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What Your Financial Planner Sees

What Your Financial Planner Sees

When you first meet with your financial planner, you can expect to exchange greetings with a professionally attired financial adviser. The adviser wants the responsibility of managing some of your assets to map a path to your financial security. The information you share will always be treated confidentially.

The most financial planner begins the process by asking clients to complete a pretty thorough questionnaire.  This questionnaire will paint a good picture of your overall wealth and assets. The way you see this information is different than the way the financial planner interprets the questionnaire.

The financial planner and your assets

The financial planner looks at your assets in terms of risk exposure first and growth potential second. Most of your other financial advisers have a certain field or specialty. That is not the case with financial planners.  They have access to multiple investment types that vary greatly in terms of risk. You may retain a financial planner to plan your estate, develop a retirement planner and complement your more volatile investment strategy, or purchase real property in the future.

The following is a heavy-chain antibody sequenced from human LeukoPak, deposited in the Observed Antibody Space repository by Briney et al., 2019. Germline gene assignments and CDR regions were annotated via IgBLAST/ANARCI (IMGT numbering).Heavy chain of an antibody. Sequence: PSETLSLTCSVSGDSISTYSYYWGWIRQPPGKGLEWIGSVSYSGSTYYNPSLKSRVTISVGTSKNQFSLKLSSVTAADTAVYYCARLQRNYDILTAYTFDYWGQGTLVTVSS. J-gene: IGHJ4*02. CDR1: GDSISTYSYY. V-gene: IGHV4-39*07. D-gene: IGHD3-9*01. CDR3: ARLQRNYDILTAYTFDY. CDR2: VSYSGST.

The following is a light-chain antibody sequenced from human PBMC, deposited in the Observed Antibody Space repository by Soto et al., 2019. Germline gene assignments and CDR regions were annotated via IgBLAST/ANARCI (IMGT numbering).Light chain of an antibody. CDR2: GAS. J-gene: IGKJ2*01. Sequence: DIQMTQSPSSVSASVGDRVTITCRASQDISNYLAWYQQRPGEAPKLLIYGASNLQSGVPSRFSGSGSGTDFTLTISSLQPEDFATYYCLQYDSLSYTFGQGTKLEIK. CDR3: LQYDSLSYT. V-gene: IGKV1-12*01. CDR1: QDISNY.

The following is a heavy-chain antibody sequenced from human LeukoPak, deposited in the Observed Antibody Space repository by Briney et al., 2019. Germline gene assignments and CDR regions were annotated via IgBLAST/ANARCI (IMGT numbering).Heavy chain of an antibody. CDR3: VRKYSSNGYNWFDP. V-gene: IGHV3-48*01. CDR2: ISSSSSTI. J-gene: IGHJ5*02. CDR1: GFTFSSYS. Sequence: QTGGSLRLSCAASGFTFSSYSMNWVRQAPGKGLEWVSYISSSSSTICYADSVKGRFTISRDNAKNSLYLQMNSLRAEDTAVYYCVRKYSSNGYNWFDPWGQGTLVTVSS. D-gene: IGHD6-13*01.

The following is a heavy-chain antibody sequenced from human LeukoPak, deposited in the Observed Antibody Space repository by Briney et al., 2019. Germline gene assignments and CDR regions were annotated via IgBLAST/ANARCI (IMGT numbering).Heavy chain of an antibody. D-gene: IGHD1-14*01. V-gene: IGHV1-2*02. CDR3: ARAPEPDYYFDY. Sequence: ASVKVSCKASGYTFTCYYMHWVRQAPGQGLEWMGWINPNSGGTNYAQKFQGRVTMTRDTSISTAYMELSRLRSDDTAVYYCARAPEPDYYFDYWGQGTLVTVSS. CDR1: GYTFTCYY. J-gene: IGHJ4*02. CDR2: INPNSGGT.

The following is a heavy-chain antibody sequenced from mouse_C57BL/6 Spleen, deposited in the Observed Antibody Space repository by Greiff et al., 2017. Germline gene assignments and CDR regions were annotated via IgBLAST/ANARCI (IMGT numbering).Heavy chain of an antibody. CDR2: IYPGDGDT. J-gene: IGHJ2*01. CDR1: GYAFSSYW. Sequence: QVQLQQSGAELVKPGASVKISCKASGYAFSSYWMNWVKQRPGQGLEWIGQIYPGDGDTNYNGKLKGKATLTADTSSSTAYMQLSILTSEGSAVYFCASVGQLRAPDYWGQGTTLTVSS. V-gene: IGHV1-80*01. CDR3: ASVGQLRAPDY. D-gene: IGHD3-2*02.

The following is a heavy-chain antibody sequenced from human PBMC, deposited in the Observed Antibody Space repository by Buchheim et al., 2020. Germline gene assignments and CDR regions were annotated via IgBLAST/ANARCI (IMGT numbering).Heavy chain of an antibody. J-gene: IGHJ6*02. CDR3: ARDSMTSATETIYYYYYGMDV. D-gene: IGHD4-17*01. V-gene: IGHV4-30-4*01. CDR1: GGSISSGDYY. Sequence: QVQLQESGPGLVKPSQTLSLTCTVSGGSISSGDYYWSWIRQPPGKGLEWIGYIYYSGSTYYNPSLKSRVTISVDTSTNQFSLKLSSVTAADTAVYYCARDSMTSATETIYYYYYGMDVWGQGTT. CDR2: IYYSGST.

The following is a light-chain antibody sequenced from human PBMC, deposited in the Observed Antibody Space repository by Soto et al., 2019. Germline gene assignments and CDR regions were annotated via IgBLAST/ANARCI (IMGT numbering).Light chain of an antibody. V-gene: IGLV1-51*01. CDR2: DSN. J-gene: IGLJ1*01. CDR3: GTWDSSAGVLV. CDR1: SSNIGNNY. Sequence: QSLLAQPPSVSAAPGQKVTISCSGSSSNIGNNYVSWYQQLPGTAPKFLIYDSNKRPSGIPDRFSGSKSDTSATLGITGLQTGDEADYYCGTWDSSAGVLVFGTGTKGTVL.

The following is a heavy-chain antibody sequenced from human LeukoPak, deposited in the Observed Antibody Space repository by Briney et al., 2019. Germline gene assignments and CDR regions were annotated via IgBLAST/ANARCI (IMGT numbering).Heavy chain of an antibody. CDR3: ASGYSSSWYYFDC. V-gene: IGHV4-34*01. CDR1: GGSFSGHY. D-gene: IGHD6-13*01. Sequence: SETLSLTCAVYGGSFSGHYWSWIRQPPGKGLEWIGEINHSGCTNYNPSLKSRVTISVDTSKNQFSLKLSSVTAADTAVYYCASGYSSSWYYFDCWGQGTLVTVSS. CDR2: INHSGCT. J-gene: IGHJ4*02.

As soon as your questionnaire is completed, the planner will discuss and define your goals. This exercise helps the planner draw a line from your current investment strategy and holdings to the desired end game. What you see and what the planner sees could be quite different.  The planner is assessing risk exposure, risk appetite, quality of investments, expenses, insurance plans, retirement programs, current income, and anything else that impacts you now or in the future.

Bringing the plan to life

The planner takes this information and begins to tie all the pieces together so that you can receive a couple of different plans.  Each plan will represent differing investment strategies. These strategies are designed to incorporate the current asset portfolio into a functional plan that accomplishes your long-term goals. You can expect some recommendations about your current holdings and other recommendations about how to move forward.

The successful financial planner may ask permission to speak with your attorney, insurance agent, broker, and/or banker. The planner’s goal is to understand every aspect of your entire financial portfolio.

After all, you contacted a financial planner because you wanted to make sure your current portfolio coincides with your long-term plan and lifestyle choices. What you may perceive as strengths, the planner may see as risky short-term investments.  The planner will not discourage these investments but will allocate a portion of investments to neutralize the risks.

When the planner submits a few plans for your consideration, he will explain the strengths and risks of each plan.  This time it is the clients who should listen and question the projections, the risks, and the products. A successful financial planner is a master of risk analysis and risk strategies. On the whole, financial planners are conservative in nature.  Everything the financial planner recommends will be low-risk investments that represent the security you and your estate needs for the future.

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